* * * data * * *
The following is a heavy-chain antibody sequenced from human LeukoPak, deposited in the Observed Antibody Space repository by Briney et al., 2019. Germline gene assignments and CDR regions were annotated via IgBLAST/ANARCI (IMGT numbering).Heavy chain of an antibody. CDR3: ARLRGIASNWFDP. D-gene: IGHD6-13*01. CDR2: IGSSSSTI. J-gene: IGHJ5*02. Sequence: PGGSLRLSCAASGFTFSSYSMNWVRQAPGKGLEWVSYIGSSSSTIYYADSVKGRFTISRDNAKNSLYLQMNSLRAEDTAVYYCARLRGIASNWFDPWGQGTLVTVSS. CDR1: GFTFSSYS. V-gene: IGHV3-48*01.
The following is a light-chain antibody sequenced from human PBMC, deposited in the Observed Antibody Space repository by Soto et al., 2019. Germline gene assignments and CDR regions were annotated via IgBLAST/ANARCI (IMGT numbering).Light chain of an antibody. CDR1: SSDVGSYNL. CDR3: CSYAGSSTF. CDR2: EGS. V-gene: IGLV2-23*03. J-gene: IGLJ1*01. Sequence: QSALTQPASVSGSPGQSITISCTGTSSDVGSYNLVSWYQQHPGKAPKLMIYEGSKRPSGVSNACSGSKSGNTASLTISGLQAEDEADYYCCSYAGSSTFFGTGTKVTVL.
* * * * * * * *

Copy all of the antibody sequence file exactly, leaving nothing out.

The following is a heavy-chain antibody sequenced from human LeukoPak, deposited in the Observed Antibody Space repository by Briney et al., 2019. Germline gene assignments and CDR regions were annotated via IgBLAST/ANARCI (IMGT numbering).Heavy chain of an antibody. CDR3: ARLRGIASNWFDP. D-gene: IGHD6-13*01. CDR2: IGSSSSTI. J-gene: IGHJ5*02. Sequence: PGGSLRLSCAASGFTFSSYSMNWVRQAPGKGLEWVSYIGSSSSTIYYADSVKGRFTISRDNAKNSLYLQMNSLRAEDTAVYYCARLRGIASNWFDPWGQGTLVTVSS. CDR1: GFTFSSYS. V-gene: IGHV3-48*01.
The following is a light-chain antibody sequenced from human PBMC, deposited in the Observed Antibody Space repository by Soto et al., 2019. Germline gene assignments and CDR regions were annotated via IgBLAST/ANARCI (IMGT numbering).Light chain of an antibody. CDR1: SSDVGSYNL. CDR3: CSYAGSSTF. CDR2: EGS. V-gene: IGLV2-23*03. J-gene: IGLJ1*01. Sequence: QSALTQPASVSGSPGQSITISCTGTSSDVGSYNLVSWYQQHPGKAPKLMIYEGSKRPSGVSNACSGSKSGNTASLTISGLQAEDEADYYCCSYAGSSTFFGTGTKVTVL.